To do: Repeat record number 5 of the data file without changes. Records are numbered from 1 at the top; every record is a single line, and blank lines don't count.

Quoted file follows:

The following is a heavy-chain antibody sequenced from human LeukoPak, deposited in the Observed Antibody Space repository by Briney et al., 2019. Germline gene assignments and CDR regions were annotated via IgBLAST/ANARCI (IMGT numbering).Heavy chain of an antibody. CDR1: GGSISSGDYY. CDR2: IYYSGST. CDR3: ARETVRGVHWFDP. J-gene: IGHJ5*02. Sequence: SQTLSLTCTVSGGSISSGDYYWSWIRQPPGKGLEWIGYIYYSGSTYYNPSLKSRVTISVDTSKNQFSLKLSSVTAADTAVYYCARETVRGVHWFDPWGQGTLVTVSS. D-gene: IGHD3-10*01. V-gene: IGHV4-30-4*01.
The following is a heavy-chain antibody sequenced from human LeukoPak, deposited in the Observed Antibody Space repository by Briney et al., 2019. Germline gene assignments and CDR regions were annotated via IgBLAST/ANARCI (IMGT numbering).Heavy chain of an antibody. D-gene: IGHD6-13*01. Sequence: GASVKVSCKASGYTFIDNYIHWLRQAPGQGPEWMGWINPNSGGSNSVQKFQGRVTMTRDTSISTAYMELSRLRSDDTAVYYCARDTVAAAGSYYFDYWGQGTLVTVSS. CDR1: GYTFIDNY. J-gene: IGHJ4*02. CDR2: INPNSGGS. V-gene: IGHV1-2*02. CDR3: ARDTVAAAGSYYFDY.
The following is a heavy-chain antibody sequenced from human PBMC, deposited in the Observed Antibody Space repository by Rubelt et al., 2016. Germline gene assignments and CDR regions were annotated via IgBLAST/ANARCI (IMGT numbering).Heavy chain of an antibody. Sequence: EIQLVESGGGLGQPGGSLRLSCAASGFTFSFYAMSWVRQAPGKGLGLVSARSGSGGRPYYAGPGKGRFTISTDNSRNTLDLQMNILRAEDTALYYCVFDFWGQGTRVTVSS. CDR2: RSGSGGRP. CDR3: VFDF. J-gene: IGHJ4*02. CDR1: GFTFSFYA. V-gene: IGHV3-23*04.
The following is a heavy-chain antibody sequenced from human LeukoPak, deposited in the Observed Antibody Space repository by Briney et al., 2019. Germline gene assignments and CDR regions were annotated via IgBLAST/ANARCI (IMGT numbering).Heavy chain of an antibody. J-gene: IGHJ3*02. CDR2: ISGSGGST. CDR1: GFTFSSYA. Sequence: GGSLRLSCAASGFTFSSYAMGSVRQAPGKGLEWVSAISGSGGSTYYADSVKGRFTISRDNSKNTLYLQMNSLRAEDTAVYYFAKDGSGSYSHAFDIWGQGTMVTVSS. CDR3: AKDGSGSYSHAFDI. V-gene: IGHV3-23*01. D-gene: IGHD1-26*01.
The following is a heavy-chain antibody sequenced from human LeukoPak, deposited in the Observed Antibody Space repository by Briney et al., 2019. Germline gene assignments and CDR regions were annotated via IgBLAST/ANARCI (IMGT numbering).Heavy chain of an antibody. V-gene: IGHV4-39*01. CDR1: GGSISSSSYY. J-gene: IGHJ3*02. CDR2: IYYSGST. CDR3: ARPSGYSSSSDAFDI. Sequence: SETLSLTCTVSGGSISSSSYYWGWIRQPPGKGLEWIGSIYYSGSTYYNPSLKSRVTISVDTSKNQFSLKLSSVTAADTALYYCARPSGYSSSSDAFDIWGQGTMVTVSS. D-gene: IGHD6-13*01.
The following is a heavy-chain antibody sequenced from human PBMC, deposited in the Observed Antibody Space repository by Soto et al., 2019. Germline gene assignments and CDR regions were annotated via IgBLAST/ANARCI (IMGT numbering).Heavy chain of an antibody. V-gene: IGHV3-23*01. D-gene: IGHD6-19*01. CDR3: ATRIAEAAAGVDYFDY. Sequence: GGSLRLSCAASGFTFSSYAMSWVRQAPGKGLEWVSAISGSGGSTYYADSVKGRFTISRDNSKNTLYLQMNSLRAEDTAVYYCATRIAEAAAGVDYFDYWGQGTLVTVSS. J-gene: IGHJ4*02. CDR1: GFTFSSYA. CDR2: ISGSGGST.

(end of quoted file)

The following is a heavy-chain antibody sequenced from human LeukoPak, deposited in the Observed Antibody Space repository by Briney et al., 2019. Germline gene assignments and CDR regions were annotated via IgBLAST/ANARCI (IMGT numbering).Heavy chain of an antibody. V-gene: IGHV4-39*01. CDR1: GGSISSSSYY. J-gene: IGHJ3*02. CDR2: IYYSGST. CDR3: ARPSGYSSSSDAFDI. Sequence: SETLSLTCTVSGGSISSSSYYWGWIRQPPGKGLEWIGSIYYSGSTYYNPSLKSRVTISVDTSKNQFSLKLSSVTAADTALYYCARPSGYSSSSDAFDIWGQGTMVTVSS. D-gene: IGHD6-13*01.